An indie juggernaut that won’t leave our collective consciousness
Where do I start with Stardew Valley? Writing about it in any way feels like a huge undertaking — from my own deeply personal experiences to its being the unofficial face of indie game success stories, I could probably fill volumes.
But in an attempt to hone in my focus, I wanted to start with something that amazes me every time I see it — the fact that five years after its release, an indie game is still making the news on a weekly basis, despite the fact that it’s technically not live service.
Just last week, Stardew Valley was all over the headlines for its new availability on Game Pass starting this fall. I’m honestly not surprised by this in the slightest, because it seems like a perfect candidate to fit the Game Pass formula. It’s the kind of game that you can pick up at any point and have a good time. I already own Stardew on four different platforms, and if I had an Xbox One I’d likely play it on there, too.
Then there’s the fact that even when the news has nothing to do with Stardew itself getting an update or coming to new platforms, its name is still evoked by games journalists everywhere. Every time a new indie game comes out that has an 8-bit art style, has a farming mechanic, or vaguely resembles one aspect of Stardew Valley in any possible way, everyone is explaining what this new game is like based on how similar it is or isn’t to the legendary farming and community sim.
I think in the same way that any and every game that had remotely difficult gameplay got compared to Dark Souls to the point of beating a dead horse, the exact same thing is happening with Stardew. It feels slightly unfair to these new games that they always have to be fielded through the lens of another game, but I understand why they do it — with something that’s as widespread and well-known as Stardew, it’s an easy point of comparison to use to quickly get someone to understand what they’re in for.
For as wildly popular as Stardew Valley is, I’m honestly shocked it has stayed relatively contained to the base game. Even with the addition of the co-op mode, basically the only thing that changes is having more than one player character in the mix. In order to stay relevant, a lot of franchises have to add seemingly endless amounts of DLC, or spin off into other genres entirely — Minecraft is a perfect example of that.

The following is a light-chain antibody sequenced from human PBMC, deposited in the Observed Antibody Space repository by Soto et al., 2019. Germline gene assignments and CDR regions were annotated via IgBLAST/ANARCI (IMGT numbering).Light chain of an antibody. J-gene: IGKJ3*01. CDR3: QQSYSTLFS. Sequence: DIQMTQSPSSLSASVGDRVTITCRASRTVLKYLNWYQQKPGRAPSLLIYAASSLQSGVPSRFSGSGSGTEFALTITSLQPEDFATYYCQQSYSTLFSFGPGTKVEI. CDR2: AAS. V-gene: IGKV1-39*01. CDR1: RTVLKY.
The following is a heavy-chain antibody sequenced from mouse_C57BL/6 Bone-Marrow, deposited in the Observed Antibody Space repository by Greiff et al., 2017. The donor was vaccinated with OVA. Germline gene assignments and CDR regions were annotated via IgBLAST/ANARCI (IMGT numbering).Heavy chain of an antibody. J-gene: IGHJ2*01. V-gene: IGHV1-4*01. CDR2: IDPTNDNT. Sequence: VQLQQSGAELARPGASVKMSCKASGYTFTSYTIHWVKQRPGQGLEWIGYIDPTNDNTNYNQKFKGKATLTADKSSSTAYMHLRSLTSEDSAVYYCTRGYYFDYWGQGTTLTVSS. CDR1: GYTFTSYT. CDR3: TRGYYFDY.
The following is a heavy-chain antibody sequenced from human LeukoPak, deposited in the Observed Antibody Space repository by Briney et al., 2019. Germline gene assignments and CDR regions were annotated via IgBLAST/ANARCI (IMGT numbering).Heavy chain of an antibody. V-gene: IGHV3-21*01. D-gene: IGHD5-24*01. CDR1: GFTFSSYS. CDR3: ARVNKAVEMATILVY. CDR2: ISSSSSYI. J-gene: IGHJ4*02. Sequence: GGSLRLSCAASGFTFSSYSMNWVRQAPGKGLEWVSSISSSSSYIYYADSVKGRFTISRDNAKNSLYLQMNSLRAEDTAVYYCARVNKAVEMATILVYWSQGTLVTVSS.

But Stardew has managed to achieve the same level of ubiquity without straying too far from its developer’s original vision. You also have games like Undertale, but its gameplay, subject matter, and style are more niche and off-the-wall, so it hasn’t been able to break into the mainstream in quite the same way.
So many games these days, especially AAA, struggle with having too many cooks in the kitchen during their development, and the final product ends up being a sludge of overused tropes and mechanics of what executives think will sell. I feel like most people know this already, but if for some reason you missed it — the entirety of Stardew Valley was made by one guy, who goes by the screen name ConcernedApe. According to the chapter devoted to his work on making the game in Jason Schrier’s book Blood, Sweat, and Pixels: The Triumphant, Turbulent Stories, it nearly killed him because it was so grueling.
While it hurts my heart to know he struggled so much to make Stardew happen (trust me, I’ve been there), I don’t think it was all in vain. Because he was the only one working on it, he didn’t ever have to compromise his vision. To me, that shines through when I play the game — every mechanic and interaction feels like it has its own personality, which is what draws me into the experience time and time again.
This points to what made Stardew Valley special in the first place, and the reason I think it will never truly go away — the fact that we as players can really feel the passion that continues to go into this project to this day. Of course, I have to give credit to the modders, YouTubers, and streamers who are keeping Stardew at the forefront of our minds, but honestly I feel like the game’s natural charm is so much of what has made it such a huge success.
At risk of sounding dramatic, I see Stardew Valley as standing as a symbol of every prospective game dev’s dream: working tirelessly on a passion project, for it then to be met with nearly unanimous praise and blossom into a multi-million-dollar franchise.
It’s a game that pays homage to the nostalgia of early farming sims, while at the same time putting a fresh spin on the genre. That sense of earnestness is hard to come by in an industry full of cynicism, and to me, that’s the number one reason why Stardew Valley will continue to thrive for years to come.